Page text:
Lee's Headquarters, Slaty Fork, WV
Backstory and Context
Robert Edward Lee was born on Jan 19th, 1807, to Ann Hill Carter and Colonel (Light-Horse Harry) Henry Lee. His father, Henry Lee, fought in the American Revolution and served as Governor for Virginia from 1789-1791. Henry Lee passed away, and with limited resources to provide Robert E. Lee with a University education, Lee joined U.S Military Academy, graduating in 1829. Lee first experienced combat during the Mexican-American war. Lee served under General Winfield Scott; who later wrote that Lee was “the best soldier I ever saw in the field”.
General Lee surfaced to military prominence in the United States' Civil war. Lee opposed secession and war, but would not fight for the Union against southern states, or fight against his native state of Virginia. After serving for thirty-six years, Lee resigned from the US Army and was appointed commander in chief of Virginia forces. Lee commanded his home state's militia and organized with Confederate troops to lead forces in battles that included: the First Battle of Bull Run, Battle of Fair Oaks, Seven Days Battle, Antietam, and Chancellorsville. On April 9, 1865 with ravaged, demoralized, and starving troops, Lee surrendered to General Ulysses S Grant. The Battle of Cheat Mountain was General Robert E. Lee’s first offensive battle of the Civil War that he commanded.
Cheat Mountain Campaign in West(ern) Virginia during the Civil War.
General Lee, in an attempt to control western Virginia and to disrupt the voting for West(ern) Virginia secession, led the uncoordinated Cheat Mountain Campaign. The adverse conditions of fog, terrain, weather, and dense forests reduced visibility for maneuverability. Without a good understanding of the territory, Lee led his first offensive fight of the war against Brigadier General Joseph Reynold's troops in Cheat Summit Fort, in the valley of Tygart, near present day Pocahontas and Randolph county lines.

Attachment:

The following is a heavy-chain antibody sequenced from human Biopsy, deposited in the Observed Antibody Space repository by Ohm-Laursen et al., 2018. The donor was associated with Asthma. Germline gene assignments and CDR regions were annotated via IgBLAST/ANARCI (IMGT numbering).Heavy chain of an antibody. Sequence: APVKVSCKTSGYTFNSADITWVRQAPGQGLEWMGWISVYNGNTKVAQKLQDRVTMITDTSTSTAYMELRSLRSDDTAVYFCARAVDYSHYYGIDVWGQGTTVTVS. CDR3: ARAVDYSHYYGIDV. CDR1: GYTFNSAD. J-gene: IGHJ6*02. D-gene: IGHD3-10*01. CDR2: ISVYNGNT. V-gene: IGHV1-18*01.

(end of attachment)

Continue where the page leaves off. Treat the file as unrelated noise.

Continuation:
General Lee struggled to institute five columns, going together through narrow passes. Though the men were willing to assume orders, their commanders were not able to create collective or coordinated movement for attack. Due to the strong federal defense, the leader of the confederate attack under Lee, Colonel Rust, incorrectly assessed the Union force as much larger in size. Lee terminated the attack and withdrew from Valley Head on September 17th 1861.
A subsequent operation against Union forces at Laurel Mountain was again mobilized in October by General Lee with General Loring's and General Floyd's troops, but was called off due to weather, lack of proper supplies and inferior communication. The aftermath, a total of eighty Union force casualties and approximately ninety to one hundred Confederate Virginia troops were lost. The battle had minimal impact to both the campaign and the war; neither side showed any major gains or losses. In October, Lee was recalled back to Richmond after performing dismally in western Virginia.
Dowdey, Clifford. Accessed April 28th 2020. https://www.britannica.com/biography/Robert-E-Lee.
Accessed April 28th 2020. civil-war-journeys.org/cheat_mountain_wv.html.
Accessed April 28th 2020. https://ehistory.osu.edu/battles/cheat-mountain-cheat-mountain-summit.
Accessed April 28th 2020. https://www.ohiocivilwarcentral.com/entry.php?rec=703.